Tis the season to be fighting over end of the year awards. It could be who should go to the Pro Bowl, some sort rookie of the year, Defensive Player of the Year, or even MVP, but in the end these discussions are a chance for us fans to quibble over the finer points of who is better and who is worse in a way that goes just a little beyond the scope of the scoreboard. Now these awards don't necessarily go to the most popular or even the most deserving. Often it's just a combination of current performance, name recognition, expectations for him and his team, and how his team is doing. In this sense the media controls this about as much as the players and coaches themselves do.
With these things in mind let's talk about an award that has been on my mind the last couple weeks....Coach of the Year. It's a fairly important award and handed out every year by the AP (there's that media influence again).
Anyways, before I get to my point I want to tell a story. Once upon a time there was a team in a bit of transition. The team was turning over its roster, but still had some talent. It was being led by a first time head coach going into his second year and coming off a year that was pretty mediocre. Needless to say expectations were low going into the year, but then something happened. The team got off to a fast start and won some close games. The QB that many thought were washed up and proving that he could still play in the league. The weeks went past and this team kept winning. It may not of been the most impressive team that year, but it was a fun feel good story that went on through the year. That team won its division and ended up taking second seed in the NFC playoffs.
Now many of you know I'm talking about the 2007 Packers. It was a great little team that could. Those who may not have remembered that year, as close as it is in time, may have thought that I'm talking about a team like the San Francisco 49ers or popular story teams surfacing now. Whenever a team jumps out beyond its expectations, like the 49ers, or the Bengals, or the Lions, or the Titans, or the Broncos, people start talking about the coach for coach of the year honors. Rightly so, but what happened to to that 2007 squad and its head coach? Did McCarthy win for improving a team beyond people's expectations and taking previously middling group to the edge of the Super Bowl?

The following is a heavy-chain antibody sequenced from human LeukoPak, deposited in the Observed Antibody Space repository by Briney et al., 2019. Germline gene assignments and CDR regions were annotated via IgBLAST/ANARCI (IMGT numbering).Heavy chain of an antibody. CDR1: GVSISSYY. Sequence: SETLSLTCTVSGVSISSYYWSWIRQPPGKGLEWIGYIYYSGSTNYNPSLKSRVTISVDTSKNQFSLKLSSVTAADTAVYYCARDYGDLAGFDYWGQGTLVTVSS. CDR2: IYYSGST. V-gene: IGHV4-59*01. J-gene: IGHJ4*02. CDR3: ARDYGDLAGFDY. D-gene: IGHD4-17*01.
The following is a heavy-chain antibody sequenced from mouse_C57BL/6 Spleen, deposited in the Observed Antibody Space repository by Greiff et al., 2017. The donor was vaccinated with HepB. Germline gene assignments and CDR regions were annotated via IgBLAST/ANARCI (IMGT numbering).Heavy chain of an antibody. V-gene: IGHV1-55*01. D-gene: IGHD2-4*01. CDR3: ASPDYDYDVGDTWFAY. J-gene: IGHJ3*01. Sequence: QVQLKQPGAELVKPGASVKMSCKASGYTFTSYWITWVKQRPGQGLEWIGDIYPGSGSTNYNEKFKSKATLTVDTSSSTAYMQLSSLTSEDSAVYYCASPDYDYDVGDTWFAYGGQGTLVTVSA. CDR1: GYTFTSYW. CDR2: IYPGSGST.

There was another coach in 2007 that did something that hadn't been done before and won the award based on that performance. Bill Belecheck won coach of the year because his team was undefeated. Since coach of the year is a regular season award, and BB won every single regular season game, he was thought as the only real candidate.
Fast forward back to this year though. How often do we hear about MM as the only real contender in much the same way that Rodgers is talked about as MVP? His name may be kicked around, but really all those overachieving teams tend by be more popular conversation points currently.
Why is that? Well it might have something to do with his dynamic and engaging personality with the media. After all, many of us can remember the excitement and following that MM was able to draw at the combine this past spring. For those that don't remember, McCarthy (just after his Super Bowl victory) didn't really get many reporters at his table while Rex Ryan had a fairly large national audience. McCarthy doesn't give aggressive handshakes, a brother in the league, or pick fights with a coach after the game. He doesn't snub coaches after games, throw hissy fits on the sidelines, or make big boasts in press conferences.
You know what he does year in and year out though? Teach guys to be great football players. Year after year young players are stepping up for the Packers and making the most of the opportunities given to them. In the time that he's been here the Packers have won a Super Bowl, been within one game of making another, transitioned from one Hall of Fame QB to a top 3 QB in the league, and accomplished things that have not been seen in this town since Vince Lombardi himself strolled the sidelines.
Despite this he's still thought of as lagging behind Sean Payton as an offensive play caller and coach (even though it was McCarthy who beat out Payton for the Packers job). He's not mentioned in the same breath as Tomlin or even Rex Ryan really. Really he's like the stud LT of coaches. When he's doing his job he just kicks ass and goes unnoticed, but his screw ups are broadcast and studied under a microscope. He may even be underrated in this league.